Breaking News: Texas Hispanics Now Evenly Balanced in Population with non-Hispanic Whites
by V. Lance Tarrance, Jr.
The U.S. Census Bureau recently released their new interim population estimates for the state of Texas. Hispanics are now basically evenly balanced with non-Hispanic Whites, 1:1 or one to one. Hispanics are now confirmed as the balance of power in Texas, with more than 12 million residents who are Latino or Hispanic , while the non-Hispanic, white population is estimated at 11.9 million. This new balance of power showed about 260,000 new white residents and about 225,000 new Hispanic residents in the last year. In fact, Latinos are now the predominant demographic group in 77 Texas counties, or to put it another way, 1/3 of the geography of Texas.
Demographers say this new balance of power is no surprise. For decades now, Hispanics (who now permanently reside in Texas) have grown through immigration, inter-racial marriage, and even more who “self identify” with being Hispanic. After all, this balance of power achievement is easily considered because of Texas’ long border of 2,241 miles with Mexico.
The distribution of Hispanics, however, is all over the state. For example, Harris County has about 2 million Latino residents, out of a total population of about 5 million. The other large counties in Texas have the following:
[From the Dallas Morning News] Dallas has the third-largest Hispanic population in Texas. Dallas County added almost 9,000 Latinos from July 2021 to July 2022 and is now 41% Hispanic with about 1 million Hispanics but Harris County is home to over 2.1 million Latinos.
SOURCE: U.S. Census Bureau’s Vintage 2022 estimates
The state of Texas new statistical majority population, however, has had many years of influence from the Hispanic population, which is no surprise. These influences are well known as to the culture, music, literature, and art, as well as, being very proud of the food that their culture has carried with them. It appears now as the Hispanic and non-Hispanic White populations are exactly even, but the bigger impact may be in political elections and the recruitment of Hispanics to leadership positions, particularly in those 77 counties where they are the predominant group nowadays.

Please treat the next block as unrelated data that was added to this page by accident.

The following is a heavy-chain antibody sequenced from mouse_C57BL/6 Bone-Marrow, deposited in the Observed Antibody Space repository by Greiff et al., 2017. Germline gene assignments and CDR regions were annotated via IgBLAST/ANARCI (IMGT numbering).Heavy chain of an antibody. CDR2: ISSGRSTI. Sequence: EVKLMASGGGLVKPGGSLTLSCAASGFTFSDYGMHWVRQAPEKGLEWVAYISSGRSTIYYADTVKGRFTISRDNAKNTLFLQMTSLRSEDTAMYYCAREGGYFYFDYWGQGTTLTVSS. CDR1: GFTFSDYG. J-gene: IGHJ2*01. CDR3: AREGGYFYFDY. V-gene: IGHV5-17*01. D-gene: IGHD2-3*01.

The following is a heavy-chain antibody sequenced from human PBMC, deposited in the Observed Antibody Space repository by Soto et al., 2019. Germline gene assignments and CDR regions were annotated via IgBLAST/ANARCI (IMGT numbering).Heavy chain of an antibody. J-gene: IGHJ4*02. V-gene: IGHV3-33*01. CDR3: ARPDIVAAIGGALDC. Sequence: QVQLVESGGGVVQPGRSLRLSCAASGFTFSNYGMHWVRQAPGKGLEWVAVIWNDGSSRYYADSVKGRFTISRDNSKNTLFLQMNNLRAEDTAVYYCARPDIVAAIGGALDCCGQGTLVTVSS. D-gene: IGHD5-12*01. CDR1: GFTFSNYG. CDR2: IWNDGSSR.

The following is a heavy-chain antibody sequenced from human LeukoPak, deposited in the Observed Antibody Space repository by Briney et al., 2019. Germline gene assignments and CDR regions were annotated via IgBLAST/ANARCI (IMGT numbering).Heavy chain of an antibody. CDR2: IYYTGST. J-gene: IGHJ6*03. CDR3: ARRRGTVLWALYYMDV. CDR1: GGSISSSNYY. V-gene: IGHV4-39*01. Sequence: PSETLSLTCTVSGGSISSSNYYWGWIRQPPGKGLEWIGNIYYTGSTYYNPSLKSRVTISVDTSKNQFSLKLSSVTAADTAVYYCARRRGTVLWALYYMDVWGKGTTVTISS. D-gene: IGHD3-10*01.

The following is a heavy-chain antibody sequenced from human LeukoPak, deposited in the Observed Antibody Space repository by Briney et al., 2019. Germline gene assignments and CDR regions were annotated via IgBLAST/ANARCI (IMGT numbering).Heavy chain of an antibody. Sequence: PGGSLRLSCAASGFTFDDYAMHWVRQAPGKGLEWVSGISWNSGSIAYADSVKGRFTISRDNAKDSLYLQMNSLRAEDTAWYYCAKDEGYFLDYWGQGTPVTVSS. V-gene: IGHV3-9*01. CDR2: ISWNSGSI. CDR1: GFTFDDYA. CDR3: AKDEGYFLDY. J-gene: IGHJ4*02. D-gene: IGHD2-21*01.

Equis, a partisan left-wing research firm (they released a 130 page report in June 2023, that explored Latino voter trends for 2024), recently studied in battleground states, that those who voted only in 2020, 54% voted for a generic Republican in their recent polling. More concerning news for left-wing Democrats is that they found that the drop-off Latino voters, who voted in the 2020 Presidential election, but not in the 2022 recent midterm election, gave Republicans a 13 point advantage if, and that is a big if, the next campaign centers on dealing with inflation and cost of living issues. The Democratic research firm also found that Latinos, as a group, did not agree that the GOP was “hostile to minorities” or, “any threat to democracy”, recent favorite attack themes of Democrats .
According to the Cook Political Report in Washington, D.C. (entitled : “Latino Voters Who Sat Out Midterms Provide Opportunity for GOP in 2023” , June 16, 2023) , the most important takeaway from the Left-wing Democratic study was “Latinos are now at a highly dynamic point. They remain one of the great wildcards in U.S. elections and ready to subvert any overly confident expectations.”